skin color [skin kuhl-er] (noun) the coloring of a person’s face and skin

race [reys] (noun) one of the major groups into which human beings can be divided. As a social construction, it relates to the grouping of people based on physical characteristics, such as skin color, often for the purpose of creating the perception of a superior race. (Note: There are many different ways to define the term “race.” We provide a working definition, but one of the goals of this lesson and series of lessons is for students to come to individual and collective understandings of the term that make sense to them and their personal, developmental and communal needs.)

beauty [BYOO-tee] (noun) the part of a person (or thing) that makes us like how he or she looks (Note: There are many different ways to define the term “beauty.” We provide a working definition, but one of the goals of this lesson and series of lessons is for students to come to their own understanding of the term and concept.)

identity [ahy-DEN-ti-tee] (noun) the sense people have of themselves, who they are, and what they feel is most important and defining about themselves

poetry [POH-ih-tree] (noun) written work usually defined by particular beauty, excitement, freedom of verse or particular poetic structures



  1. What is poetry? What is a poem? How is poetry different from other types of language? Discuss these questions with your class. If the study of poetry is new to your class, read aloud, do a read-around or allot some time for independent reading of a variety of poetry to help them understand the genre’s flexibility. Use the poems students read to help them talk about how poets utilize writing to express themselves or to understand themselves better.
  2. Explain that one part of how we think of ourselves—a part of our identity—is how we think about our skin color and our race. To some people, this is an important part of identity; to other people, it’s less important. Explain that we all have many facets to our identity. These might include personal abilities and interests, life experiences, family history and structure, culture and religion. Help students understand how complex identity can be, but then explain that, as in the other lessons in this series, you will be focusing on racial identity. In their notebooks, help students write a list of five to six words that describe their race or skin color. (Note: This is a good time to come back to your class’s developing understanding of race. Remind them what they learned through previous lessons, and explain that the creative process will be a chance for them to express their own feelings about racial identity and develop their own contributions to the definition of the term. Encourage them to push beyond generalizations or stereotypes.) If students cannot come up with that many, list a few other words, such as deep or warm. (Note: In preliterate classes, you may want to perform this activity as a whole group.) Have students share their lists with a partner.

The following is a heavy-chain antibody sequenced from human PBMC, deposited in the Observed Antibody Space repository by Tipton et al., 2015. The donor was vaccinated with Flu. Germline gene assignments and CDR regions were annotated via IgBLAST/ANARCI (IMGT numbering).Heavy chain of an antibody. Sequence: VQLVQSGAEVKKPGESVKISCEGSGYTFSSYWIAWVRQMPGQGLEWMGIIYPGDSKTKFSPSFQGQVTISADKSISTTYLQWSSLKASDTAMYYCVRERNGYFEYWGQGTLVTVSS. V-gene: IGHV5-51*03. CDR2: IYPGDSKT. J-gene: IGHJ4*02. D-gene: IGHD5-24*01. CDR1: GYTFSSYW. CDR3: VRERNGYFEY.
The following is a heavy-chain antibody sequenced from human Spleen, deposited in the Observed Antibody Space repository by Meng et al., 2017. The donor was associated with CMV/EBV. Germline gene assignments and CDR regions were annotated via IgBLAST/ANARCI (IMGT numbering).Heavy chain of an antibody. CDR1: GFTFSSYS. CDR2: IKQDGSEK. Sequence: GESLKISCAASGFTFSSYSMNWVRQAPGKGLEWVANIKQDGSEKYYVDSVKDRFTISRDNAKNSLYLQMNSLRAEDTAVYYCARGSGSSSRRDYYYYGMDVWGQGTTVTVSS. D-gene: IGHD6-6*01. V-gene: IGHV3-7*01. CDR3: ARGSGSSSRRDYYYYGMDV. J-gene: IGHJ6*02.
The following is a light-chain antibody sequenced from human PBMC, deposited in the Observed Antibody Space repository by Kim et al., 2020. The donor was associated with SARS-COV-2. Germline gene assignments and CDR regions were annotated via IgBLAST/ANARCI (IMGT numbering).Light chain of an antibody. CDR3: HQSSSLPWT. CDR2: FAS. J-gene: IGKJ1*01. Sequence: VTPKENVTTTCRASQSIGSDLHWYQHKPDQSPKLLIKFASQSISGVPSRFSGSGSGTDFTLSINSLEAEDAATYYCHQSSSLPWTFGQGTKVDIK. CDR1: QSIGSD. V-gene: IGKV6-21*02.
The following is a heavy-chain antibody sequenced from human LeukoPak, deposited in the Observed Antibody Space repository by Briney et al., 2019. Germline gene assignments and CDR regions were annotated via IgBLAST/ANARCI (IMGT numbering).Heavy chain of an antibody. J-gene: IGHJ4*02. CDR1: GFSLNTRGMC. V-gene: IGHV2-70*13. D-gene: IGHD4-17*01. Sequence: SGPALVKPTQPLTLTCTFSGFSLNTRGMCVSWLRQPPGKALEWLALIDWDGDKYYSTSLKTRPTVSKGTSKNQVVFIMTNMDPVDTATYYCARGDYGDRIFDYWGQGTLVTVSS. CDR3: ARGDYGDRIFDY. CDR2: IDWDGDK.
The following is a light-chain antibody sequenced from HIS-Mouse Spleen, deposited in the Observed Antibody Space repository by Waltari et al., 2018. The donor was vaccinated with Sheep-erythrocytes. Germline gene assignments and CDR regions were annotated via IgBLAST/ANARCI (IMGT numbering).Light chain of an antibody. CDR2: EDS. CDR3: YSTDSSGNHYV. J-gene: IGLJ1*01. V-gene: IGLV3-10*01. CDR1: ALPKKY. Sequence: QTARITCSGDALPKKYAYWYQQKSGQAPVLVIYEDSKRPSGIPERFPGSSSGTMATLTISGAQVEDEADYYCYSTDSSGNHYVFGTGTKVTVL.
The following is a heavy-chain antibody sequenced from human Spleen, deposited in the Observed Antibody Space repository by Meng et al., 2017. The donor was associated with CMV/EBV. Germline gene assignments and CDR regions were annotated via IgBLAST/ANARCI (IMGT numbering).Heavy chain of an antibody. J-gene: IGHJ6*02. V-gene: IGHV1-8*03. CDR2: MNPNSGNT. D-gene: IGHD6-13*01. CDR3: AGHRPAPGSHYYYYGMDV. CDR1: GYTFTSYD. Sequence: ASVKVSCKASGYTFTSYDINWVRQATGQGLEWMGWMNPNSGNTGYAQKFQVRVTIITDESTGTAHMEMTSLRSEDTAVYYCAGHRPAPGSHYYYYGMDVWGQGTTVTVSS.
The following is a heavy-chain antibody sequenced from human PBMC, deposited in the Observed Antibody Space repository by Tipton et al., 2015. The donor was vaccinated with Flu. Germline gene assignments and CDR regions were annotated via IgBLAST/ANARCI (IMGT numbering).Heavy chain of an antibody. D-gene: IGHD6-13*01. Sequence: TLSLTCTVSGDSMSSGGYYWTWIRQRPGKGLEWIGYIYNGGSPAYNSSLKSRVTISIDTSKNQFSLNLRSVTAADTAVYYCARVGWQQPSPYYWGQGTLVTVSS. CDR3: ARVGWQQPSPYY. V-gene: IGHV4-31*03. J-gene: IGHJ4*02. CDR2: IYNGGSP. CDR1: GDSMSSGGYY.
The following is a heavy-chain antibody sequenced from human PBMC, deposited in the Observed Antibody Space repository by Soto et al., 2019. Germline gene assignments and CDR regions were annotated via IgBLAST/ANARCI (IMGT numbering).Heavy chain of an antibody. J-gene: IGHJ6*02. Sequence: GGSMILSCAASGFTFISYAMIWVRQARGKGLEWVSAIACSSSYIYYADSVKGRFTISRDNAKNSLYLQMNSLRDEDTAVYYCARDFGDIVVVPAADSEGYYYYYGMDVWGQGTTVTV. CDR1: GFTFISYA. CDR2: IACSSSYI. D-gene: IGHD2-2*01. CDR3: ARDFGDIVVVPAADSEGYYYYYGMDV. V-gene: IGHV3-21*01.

3. Tell children that poets sometimes use their poetry to create written self-portraits and to express their identity. Allow students to read or listen to a variety of poems about race, racial identity or identity in general. Encourage them to think about the words and strategies these poets use to express themselves.